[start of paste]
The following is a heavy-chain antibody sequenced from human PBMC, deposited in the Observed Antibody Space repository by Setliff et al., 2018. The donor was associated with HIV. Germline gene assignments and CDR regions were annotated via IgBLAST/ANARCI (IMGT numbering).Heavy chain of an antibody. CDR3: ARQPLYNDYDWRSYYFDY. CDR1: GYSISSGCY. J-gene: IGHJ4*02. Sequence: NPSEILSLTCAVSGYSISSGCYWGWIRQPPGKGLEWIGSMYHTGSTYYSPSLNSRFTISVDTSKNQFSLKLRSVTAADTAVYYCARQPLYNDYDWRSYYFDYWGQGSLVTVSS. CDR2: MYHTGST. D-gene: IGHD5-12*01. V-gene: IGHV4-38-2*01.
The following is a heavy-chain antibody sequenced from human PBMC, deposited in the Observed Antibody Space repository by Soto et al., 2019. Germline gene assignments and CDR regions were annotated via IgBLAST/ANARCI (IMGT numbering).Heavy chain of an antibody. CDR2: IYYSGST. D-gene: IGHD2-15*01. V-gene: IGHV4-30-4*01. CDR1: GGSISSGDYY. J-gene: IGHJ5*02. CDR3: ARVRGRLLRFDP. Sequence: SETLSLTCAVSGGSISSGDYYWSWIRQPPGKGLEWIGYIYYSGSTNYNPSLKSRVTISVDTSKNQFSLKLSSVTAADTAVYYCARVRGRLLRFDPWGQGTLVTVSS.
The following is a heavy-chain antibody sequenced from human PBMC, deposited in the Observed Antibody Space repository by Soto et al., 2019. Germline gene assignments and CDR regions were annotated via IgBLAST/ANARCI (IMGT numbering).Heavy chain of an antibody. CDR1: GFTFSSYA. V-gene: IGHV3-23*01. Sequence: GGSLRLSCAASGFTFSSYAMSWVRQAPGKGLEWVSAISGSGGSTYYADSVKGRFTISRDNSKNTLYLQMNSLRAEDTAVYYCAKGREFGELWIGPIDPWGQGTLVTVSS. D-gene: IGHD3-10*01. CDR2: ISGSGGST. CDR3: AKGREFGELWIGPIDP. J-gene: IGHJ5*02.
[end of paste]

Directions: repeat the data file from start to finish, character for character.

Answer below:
The following is a heavy-chain antibody sequenced from human PBMC, deposited in the Observed Antibody Space repository by Setliff et al., 2018. The donor was associated with HIV. Germline gene assignments and CDR regions were annotated via IgBLAST/ANARCI (IMGT numbering).Heavy chain of an antibody. CDR3: ARQPLYNDYDWRSYYFDY. CDR1: GYSISSGCY. J-gene: IGHJ4*02. Sequence: NPSEILSLTCAVSGYSISSGCYWGWIRQPPGKGLEWIGSMYHTGSTYYSPSLNSRFTISVDTSKNQFSLKLRSVTAADTAVYYCARQPLYNDYDWRSYYFDYWGQGSLVTVSS. CDR2: MYHTGST. D-gene: IGHD5-12*01. V-gene: IGHV4-38-2*01.
The following is a heavy-chain antibody sequenced from human PBMC, deposited in the Observed Antibody Space repository by Soto et al., 2019. Germline gene assignments and CDR regions were annotated via IgBLAST/ANARCI (IMGT numbering).Heavy chain of an antibody. CDR2: IYYSGST. D-gene: IGHD2-15*01. V-gene: IGHV4-30-4*01. CDR1: GGSISSGDYY. J-gene: IGHJ5*02. CDR3: ARVRGRLLRFDP. Sequence: SETLSLTCAVSGGSISSGDYYWSWIRQPPGKGLEWIGYIYYSGSTNYNPSLKSRVTISVDTSKNQFSLKLSSVTAADTAVYYCARVRGRLLRFDPWGQGTLVTVSS.
The following is a heavy-chain antibody sequenced from human PBMC, deposited in the Observed Antibody Space repository by Soto et al., 2019. Germline gene assignments and CDR regions were annotated via IgBLAST/ANARCI (IMGT numbering).Heavy chain of an antibody. CDR1: GFTFSSYA. V-gene: IGHV3-23*01. Sequence: GGSLRLSCAASGFTFSSYAMSWVRQAPGKGLEWVSAISGSGGSTYYADSVKGRFTISRDNSKNTLYLQMNSLRAEDTAVYYCAKGREFGELWIGPIDPWGQGTLVTVSS. D-gene: IGHD3-10*01. CDR2: ISGSGGST. CDR3: AKGREFGELWIGPIDP. J-gene: IGHJ5*02.